Foundation for Reformed Theology, 1982-2012 
John Calvin
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Why Be "Orthodox"?
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The Foundation provides for the ongoing study, appropriation, and explication of the historic faith and theology of the Reformed and Presbyterian Churches in our own day. Of course, the question arises from time to time as to why we should be "Orthodox." I invite you to consider what Karl Barth has to say on the matter. 

Why Be "Orthodox"?


What do you really mean when you use the word "Orthodoxy"? "Orthodoxy" means agreement with the Fathers and the Councils. As that it can never be an end in itself. Repristination is nonsense. But where "Orthodoxy" is rejected in that frightened way, the question arises whether this rejection does not spring from an "orthodoxy" of one's own, connected perhaps with certain modes of nineteenth and twentieth century thought which are quite capable of forming a dogma. This dogma also has got is Church-with many chapels!-but people are never actually told that their allegiance to this Church must be unconditional. If only they knew definitely that here, too, there is a binding tie, they might be disposed to let this "tie" to the Church's past remain in force as after all a quite respectable affair. The more one listens and breaks free from the illusion that the world began with oneself, the more will one discover that these Fathers knew something, and that the scorned "orthodox" writers of, say, the seventeenth century were theologians of stature. And it can even happen that alongside of them modern theological literature will be found a little insipid and a little tedious. You must make the experiment yourself. I, too, was once liberal and know the charm!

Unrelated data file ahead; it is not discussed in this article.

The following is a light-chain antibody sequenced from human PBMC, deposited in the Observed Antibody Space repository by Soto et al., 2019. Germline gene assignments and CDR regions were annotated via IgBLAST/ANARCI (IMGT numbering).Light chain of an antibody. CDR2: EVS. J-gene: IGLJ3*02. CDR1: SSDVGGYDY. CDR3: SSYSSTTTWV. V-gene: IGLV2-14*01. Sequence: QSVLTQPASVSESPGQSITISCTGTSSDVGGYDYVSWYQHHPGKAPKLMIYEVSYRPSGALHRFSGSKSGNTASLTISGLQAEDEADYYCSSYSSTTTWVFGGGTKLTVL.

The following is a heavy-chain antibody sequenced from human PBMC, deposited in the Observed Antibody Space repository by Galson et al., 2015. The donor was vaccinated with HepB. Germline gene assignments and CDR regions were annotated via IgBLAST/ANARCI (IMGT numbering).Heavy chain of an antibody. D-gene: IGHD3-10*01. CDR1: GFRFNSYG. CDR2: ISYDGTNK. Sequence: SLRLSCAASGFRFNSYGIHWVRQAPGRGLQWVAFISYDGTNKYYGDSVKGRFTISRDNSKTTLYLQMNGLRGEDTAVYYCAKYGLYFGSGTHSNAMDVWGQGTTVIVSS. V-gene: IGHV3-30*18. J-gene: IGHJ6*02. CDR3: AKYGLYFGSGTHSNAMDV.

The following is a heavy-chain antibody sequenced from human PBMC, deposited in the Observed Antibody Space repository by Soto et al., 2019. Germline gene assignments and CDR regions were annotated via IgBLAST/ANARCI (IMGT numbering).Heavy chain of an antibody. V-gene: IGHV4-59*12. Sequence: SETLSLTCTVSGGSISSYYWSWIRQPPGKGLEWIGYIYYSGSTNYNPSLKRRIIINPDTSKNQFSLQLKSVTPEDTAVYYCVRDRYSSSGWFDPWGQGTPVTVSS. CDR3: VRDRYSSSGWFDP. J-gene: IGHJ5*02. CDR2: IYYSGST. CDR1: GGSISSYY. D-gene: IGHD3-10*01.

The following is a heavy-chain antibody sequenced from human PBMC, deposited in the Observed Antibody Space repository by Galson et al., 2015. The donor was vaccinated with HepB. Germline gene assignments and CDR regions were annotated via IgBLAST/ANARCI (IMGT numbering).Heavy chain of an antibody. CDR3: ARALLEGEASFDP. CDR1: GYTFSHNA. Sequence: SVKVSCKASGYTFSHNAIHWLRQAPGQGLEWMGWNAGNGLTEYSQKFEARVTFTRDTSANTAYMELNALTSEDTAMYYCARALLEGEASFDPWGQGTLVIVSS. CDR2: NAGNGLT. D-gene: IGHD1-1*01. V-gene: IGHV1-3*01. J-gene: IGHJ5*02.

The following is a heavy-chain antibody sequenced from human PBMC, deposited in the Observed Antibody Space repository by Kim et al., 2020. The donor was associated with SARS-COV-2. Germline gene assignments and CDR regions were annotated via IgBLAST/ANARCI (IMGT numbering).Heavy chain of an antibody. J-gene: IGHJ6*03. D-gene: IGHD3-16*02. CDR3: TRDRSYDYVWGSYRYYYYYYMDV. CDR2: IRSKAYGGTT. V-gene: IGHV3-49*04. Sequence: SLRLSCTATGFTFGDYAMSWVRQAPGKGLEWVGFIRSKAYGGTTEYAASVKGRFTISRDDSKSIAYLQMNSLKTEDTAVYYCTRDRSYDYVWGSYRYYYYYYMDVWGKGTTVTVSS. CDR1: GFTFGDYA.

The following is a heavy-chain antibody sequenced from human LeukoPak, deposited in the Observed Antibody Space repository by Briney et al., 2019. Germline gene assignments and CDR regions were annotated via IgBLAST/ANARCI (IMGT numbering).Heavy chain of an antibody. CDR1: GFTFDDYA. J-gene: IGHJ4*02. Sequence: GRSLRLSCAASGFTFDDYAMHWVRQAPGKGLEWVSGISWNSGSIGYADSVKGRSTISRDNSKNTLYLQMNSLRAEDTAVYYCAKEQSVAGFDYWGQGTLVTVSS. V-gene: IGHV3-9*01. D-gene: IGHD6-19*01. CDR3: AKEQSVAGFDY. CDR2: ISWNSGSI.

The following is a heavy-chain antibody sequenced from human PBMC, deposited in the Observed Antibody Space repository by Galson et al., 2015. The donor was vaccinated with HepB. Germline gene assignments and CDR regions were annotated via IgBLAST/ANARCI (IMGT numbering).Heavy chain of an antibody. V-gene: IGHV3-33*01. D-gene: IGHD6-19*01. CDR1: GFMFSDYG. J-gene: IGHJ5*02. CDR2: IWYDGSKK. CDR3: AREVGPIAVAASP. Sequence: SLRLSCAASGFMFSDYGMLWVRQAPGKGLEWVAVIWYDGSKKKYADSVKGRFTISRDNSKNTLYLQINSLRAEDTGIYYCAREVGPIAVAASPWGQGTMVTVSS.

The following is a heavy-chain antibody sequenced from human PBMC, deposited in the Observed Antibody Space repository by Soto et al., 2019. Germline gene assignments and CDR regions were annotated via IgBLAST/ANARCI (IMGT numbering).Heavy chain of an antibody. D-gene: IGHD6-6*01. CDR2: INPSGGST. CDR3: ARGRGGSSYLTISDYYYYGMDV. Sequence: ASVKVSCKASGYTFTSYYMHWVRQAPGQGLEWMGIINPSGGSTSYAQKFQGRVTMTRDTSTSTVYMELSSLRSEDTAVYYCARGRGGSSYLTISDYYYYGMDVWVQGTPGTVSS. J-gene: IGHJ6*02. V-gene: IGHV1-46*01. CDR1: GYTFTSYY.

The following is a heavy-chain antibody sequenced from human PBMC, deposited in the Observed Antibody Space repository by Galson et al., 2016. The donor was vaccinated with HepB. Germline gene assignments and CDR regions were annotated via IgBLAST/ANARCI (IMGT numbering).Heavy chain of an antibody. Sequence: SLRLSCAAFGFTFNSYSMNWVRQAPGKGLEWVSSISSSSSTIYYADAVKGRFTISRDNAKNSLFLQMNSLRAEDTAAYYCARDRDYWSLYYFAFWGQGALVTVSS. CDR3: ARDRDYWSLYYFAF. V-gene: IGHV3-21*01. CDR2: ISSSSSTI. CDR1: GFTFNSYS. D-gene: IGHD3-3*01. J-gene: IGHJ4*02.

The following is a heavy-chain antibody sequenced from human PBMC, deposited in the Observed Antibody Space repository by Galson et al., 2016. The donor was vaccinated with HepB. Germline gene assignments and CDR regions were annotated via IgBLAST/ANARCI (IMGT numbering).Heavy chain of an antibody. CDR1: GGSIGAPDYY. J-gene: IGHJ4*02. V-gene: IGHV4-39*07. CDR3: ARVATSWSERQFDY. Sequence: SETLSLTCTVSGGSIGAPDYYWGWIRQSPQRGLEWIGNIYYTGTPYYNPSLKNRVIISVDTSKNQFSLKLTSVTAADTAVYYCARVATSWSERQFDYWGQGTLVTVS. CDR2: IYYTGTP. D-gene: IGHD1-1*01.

I have been asked about the standard by which tradition is to be measured. It cannot by any means be a matter of opening the gates wide and allowing whole wagon-loads of old doctrine to enter without discrimination! The past, too, had its mixture of pure and impure doctrine. The norm that determines our choice is Holy Scripture. Holy Scripture is the object of our study, and at the same time the criterion of our study, of the Church's past. As I read the writings of the "Fathers," the witness of Holy Scripture stands continually before my eyes; I accept what interprets this witness to me; I reject what contradicts it. So a choice is actually made, certainly not a choice according to my individual taste, but according to my knowledge of Holy Scripture.


Karl Barth, Credo: A Presentation of the Chief Problems of Dogmatics with Reference to the Apostles' Creed, Sixteen Lectures Delivered at the University of Utrecht in February and March, 1935, Translated by J. Strathearn McNab (New York: Charles Scribner's Sons, 1936) pp. 182-183. 

Dr. James C. Goodloe IVGrace and Peace,
Dr. James C. Goodloe IV, Executive Director
Foundation for Reformed Theology
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